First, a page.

If your child has a smartphone, laptop or computer and at least occasional unrestricted access, he or she is potentially at risk. What are parents to do?

Communicate – Begin talking to your child about the risks of both meeting strangers online and sending risqué images before they are given their first connected device. If they already have one, start talking now, even if the child is young.

Monitor – You don’t need to track every keystroke, but you should be generally aware of what you child or doing online, and who she in talking to.

Be available – Your child should know, without any doubt, that any time she feels uncomfortable or at risk because of something happening online she can come to you. Even if what she has done to get into the situation was stupid, put off sending that message until you’ve rectified the problem. Use difficult situations as learning opportunities.

It’s tempting to think that since you’ve raised a “good kid”, this could never happen to him or her. It does, so try to stay on top of things.

 

 

The ThirdParent initial audit is now FREE (previously a $49 value). Ongoing monitoring is $15 per month and you can cancel at any time. Click here to sign up today!

 

 

Contact ThirdParent any time for help and resources for monitoring child and teen internet activity.

Work at a high school or college? We have custom solutions for monitoring dangerous or inappropriate activity. Learn more.

Follow us on Twitter or Facebook for more news and information on keeping your teens safe online. You can also sign up for our weekly newsletter below.

 

Kik’s Guide for Parents

You probably read last week about the tragic murder of Nicole Lovell, the 13-year old Virginia girl who was found murdered miles from her home. Speculation currently is that Lovell met a college student via the Kik messenger app and the two were engaged in an inappropriate relationship. Authorities appear to believe that she was murdered because she threatened to go public with the relationship.

kik-logoKik has responded quickly to the situation, and last week published an update to Kik’s Guide For Parents.

We’ve written before about some issues we have with Kik, including pornographic spam. To Kik’s credit (a) at the time they had a spokesman get back to us and explain the situation, and (b) the problem appears to be fixed, because we haven’t seen any such spam in over a year. Kudos to them.

kik-parents-guideKik’s Parent’s Guide does a good job for parents explaining how Kik works and how to solve user issues, including how to deal with cyberbullies. If your child is using Kik, you should check it out. What Kik’s Guide doesn’t do is tell parents whether their kids are using Kik, and who they are talking to. For that, parents need to roll their sleeves up.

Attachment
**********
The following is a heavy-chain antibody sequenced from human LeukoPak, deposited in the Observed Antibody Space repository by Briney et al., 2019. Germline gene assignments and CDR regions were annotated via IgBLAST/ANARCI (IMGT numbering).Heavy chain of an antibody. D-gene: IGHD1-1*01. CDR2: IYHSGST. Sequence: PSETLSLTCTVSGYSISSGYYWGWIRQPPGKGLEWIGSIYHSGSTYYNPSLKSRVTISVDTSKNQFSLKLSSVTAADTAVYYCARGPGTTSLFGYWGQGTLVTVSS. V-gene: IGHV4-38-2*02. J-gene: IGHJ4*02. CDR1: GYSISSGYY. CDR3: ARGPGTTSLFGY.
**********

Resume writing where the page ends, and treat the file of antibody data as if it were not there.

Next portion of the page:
There’s one entry in the guide that we found particularly interesting: Kik claims that they will help parents delete accounts of minors if the parents so request.

“If you would like to deactivate your teen’s Kik account, but aren’t able to get access to your teen’s email account, you can submit a deactivation request to Kik by emailing support@kik.com with the subject line ‘Parent Inquiry’. A member of the Kik Support Team will send you a deactivation request form, which can be returned to Kik for processing.”

That is a big deal. We’ve written a number of times about how Instagram, for example, will not respond to parents’ requests or delete underage accounts, which we believe is horrible for parents are a true injustice. If Kik has a user friendly way to ensure that parents’ have the control that they should, they could be a model for the rest of the social media community.

We are going to try it out. More to follow.

 

 

NEW: For a limited time the ThirdParent audit is FREE (normally $49). You can cancel at any time. Sign up today!

 

 

Contact ThirdParent any time for help and resources for monitoring child and teen internet activity.

Work at a high school or college? We have custom solutions for monitoring dangerous or inappropriate activity. Learn more.

Follow us on Twitter or Facebook for more news and information on keeping your teens safe online. You can also sign up for our weekly newsletter below.

 

Pew Internet Research: The State of Digital Parenting Part II

In Part I of this series, we talked about Pew Internet’s latest research on the state of digital parenting. In that post we focused on the gap between what parents are doing about monitoring teen internet activity and what may actually be happening. In short, we think in some families, a lot may be slipping between the cracks.

Let’s focus now on what parents of 13 – 17 year old internet and social media users admit that they parent-teen-laptoparen’t doing. The percentage of parents who rarely or never talk about:

  • What is appropriate to be shared online – 19%
  • Age-appropriate internet content – 20%
  • Age-appropriate traditional media (books, magazines, TV and movies) – 20%
  • Online behavior towards others – 22%

By contrast, only 11% of parents rarely or never discuss how to behave at school or at home. Consider a couple of factors:

  • What your teen says or does can have a much wider reach online than in the real world. The average teen Facebook or Instagram user has hundreds of online friends, who in turn have hundreds of connections. Cyberbullying and other inappropriate content can spread like wildfire.
  • Online communications and posts can be anonymous. Yik Yak, Ask.fm, Whisper, Reddit, 4chan…there are numerous social platforms with million of users where your real name is either not used or is strictly optional.

On the age-appropriate content front, we’d argue that since all kinds of inappropriate content is widely available online, for free, it’s more important to warn about setting limits online than offline. For the most part, you know your teen’s physical location. It is almost impossible to know where he is online, at all times.